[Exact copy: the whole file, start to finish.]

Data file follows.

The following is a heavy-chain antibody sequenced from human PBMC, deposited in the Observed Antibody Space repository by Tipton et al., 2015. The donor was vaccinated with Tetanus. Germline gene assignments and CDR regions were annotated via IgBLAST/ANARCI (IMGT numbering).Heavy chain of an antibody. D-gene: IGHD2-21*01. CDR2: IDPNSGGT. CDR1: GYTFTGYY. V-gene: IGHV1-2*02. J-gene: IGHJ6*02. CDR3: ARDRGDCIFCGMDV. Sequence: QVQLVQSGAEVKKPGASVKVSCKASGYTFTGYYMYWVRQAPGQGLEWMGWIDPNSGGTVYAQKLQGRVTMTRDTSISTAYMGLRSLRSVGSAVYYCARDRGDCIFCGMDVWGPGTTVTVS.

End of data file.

The following is a heavy-chain antibody sequenced from human PBMC, deposited in the Observed Antibody Space repository by Tipton et al., 2015. The donor was vaccinated with Tetanus. Germline gene assignments and CDR regions were annotated via IgBLAST/ANARCI (IMGT numbering).Heavy chain of an antibody. D-gene: IGHD2-21*01. CDR2: IDPNSGGT. CDR1: GYTFTGYY. V-gene: IGHV1-2*02. J-gene: IGHJ6*02. CDR3: ARDRGDCIFCGMDV. Sequence: QVQLVQSGAEVKKPGASVKVSCKASGYTFTGYYMYWVRQAPGQGLEWMGWIDPNSGGTVYAQKLQGRVTMTRDTSISTAYMGLRSLRSVGSAVYYCARDRGDCIFCGMDVWGPGTTVTVS.